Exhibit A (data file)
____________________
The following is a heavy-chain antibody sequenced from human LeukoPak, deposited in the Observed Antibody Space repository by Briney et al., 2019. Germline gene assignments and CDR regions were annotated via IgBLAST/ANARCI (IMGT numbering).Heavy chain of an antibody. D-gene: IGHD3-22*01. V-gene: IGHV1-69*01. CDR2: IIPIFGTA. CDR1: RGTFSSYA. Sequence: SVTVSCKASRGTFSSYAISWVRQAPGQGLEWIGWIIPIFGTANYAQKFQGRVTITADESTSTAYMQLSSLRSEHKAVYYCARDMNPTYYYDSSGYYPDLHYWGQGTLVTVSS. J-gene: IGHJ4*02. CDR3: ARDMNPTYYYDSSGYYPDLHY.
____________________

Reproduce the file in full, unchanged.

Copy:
The following is a heavy-chain antibody sequenced from human LeukoPak, deposited in the Observed Antibody Space repository by Briney et al., 2019. Germline gene assignments and CDR regions were annotated via IgBLAST/ANARCI (IMGT numbering).Heavy chain of an antibody. D-gene: IGHD3-22*01. V-gene: IGHV1-69*01. CDR2: IIPIFGTA. CDR1: RGTFSSYA. Sequence: SVTVSCKASRGTFSSYAISWVRQAPGQGLEWIGWIIPIFGTANYAQKFQGRVTITADESTSTAYMQLSSLRSEHKAVYYCARDMNPTYYYDSSGYYPDLHYWGQGTLVTVSS. J-gene: IGHJ4*02. CDR3: ARDMNPTYYYDSSGYYPDLHY.